Here's the 350 word piece I sent to the Statesman Journal tonight.
BEST ATHLETE – The UO’s Ashton Eaton, with no one else even close. In a sport where events are usually decided by hundredths of seconds and fractions of inches, Eaton’s dominance sets him apart. In the 110 high hurdles on Friday Eaton ran 13.68. No one else ran under 14 seconds and only two ran under 14.50. And the hurdles aren’t even his best event. That would be long jump, where he won by more than a foot. Eaton can lay claim to being the best collegiate decathlete ever, and now can set his sights on being best in the world.
BEST EFFORT – Any decathlon can start to feel like a death march, as injuries and fatigue mount up. Today felt like that. Jeremy Taiwo of Washington fell hard in the hurdles and went to the hospital. Marshall Ackley, UO senior from Nyssa, felt his hamstring pop as he was vaulting, but decided to finish the last two events, javelin and 1500. He said the hamstring “hurt on every step” of the 1500, and he fell far behind. In appreciation of his effort, the entire crowd stayed on their feet for his last two laps, cheering and clapping him all the way to the finish line.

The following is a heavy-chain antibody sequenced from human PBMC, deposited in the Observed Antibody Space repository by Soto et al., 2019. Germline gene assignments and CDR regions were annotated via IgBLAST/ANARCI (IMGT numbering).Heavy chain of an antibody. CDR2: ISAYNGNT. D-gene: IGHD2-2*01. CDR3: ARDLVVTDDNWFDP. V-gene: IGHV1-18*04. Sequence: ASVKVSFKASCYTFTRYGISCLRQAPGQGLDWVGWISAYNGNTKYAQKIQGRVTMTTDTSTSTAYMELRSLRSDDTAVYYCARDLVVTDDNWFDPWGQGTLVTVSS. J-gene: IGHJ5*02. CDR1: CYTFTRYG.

Ackley later said, “It gives me chills just to think about it.”
BEST MOMENT FOR THE DUCKS – Andrew Wheating ran a perfect race from start to finish in the 800, beating rival Robby Andrews – and everyone else – convincingly. His performance further solidifies his status as Hayward Field’s rock star.
LOOKING AHEAD – Oregon’s Jordan Hasay goes into today’s 1500 as a decided underdog, despite her notoriety as a former prep standout. As the only freshman to make the finals, Hasay’s relative inexperience at the collegiate level, as well as her questionable closing speed, could make it a tough task. But the Ducks desperately need big points from her and teammate Alex Kosinski, and Hasay has responded well to being on the big stage in the past.